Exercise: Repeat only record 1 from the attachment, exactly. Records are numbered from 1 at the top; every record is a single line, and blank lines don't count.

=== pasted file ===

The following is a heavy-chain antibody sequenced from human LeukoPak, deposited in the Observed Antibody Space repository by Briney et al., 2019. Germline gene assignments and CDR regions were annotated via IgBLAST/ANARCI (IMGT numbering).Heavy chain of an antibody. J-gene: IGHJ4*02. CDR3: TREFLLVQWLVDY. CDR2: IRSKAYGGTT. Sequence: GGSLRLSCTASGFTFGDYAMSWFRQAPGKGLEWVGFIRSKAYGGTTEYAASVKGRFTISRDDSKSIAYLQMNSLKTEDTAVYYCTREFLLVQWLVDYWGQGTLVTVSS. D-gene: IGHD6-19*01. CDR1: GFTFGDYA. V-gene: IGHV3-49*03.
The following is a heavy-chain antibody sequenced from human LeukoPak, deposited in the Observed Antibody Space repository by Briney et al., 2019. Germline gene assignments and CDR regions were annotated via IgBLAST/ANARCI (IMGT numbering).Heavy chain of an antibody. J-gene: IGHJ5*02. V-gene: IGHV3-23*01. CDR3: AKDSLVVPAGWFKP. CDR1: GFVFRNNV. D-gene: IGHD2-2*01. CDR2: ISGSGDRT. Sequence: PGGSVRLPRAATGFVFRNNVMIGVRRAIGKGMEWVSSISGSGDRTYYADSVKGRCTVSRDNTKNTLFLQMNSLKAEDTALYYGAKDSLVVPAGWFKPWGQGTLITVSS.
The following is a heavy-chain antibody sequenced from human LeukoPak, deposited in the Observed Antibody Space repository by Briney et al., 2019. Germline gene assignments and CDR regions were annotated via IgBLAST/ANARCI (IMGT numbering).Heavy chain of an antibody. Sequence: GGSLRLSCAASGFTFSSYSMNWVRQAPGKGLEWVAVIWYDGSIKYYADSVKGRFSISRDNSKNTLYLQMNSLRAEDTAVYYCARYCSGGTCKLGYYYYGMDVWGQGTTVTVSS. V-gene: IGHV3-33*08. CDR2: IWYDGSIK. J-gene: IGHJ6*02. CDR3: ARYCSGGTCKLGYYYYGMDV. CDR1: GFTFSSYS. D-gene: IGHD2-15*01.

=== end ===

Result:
The following is a heavy-chain antibody sequenced from human LeukoPak, deposited in the Observed Antibody Space repository by Briney et al., 2019. Germline gene assignments and CDR regions were annotated via IgBLAST/ANARCI (IMGT numbering).Heavy chain of an antibody. J-gene: IGHJ4*02. CDR3: TREFLLVQWLVDY. CDR2: IRSKAYGGTT. Sequence: GGSLRLSCTASGFTFGDYAMSWFRQAPGKGLEWVGFIRSKAYGGTTEYAASVKGRFTISRDDSKSIAYLQMNSLKTEDTAVYYCTREFLLVQWLVDYWGQGTLVTVSS. D-gene: IGHD6-19*01. CDR1: GFTFGDYA. V-gene: IGHV3-49*03.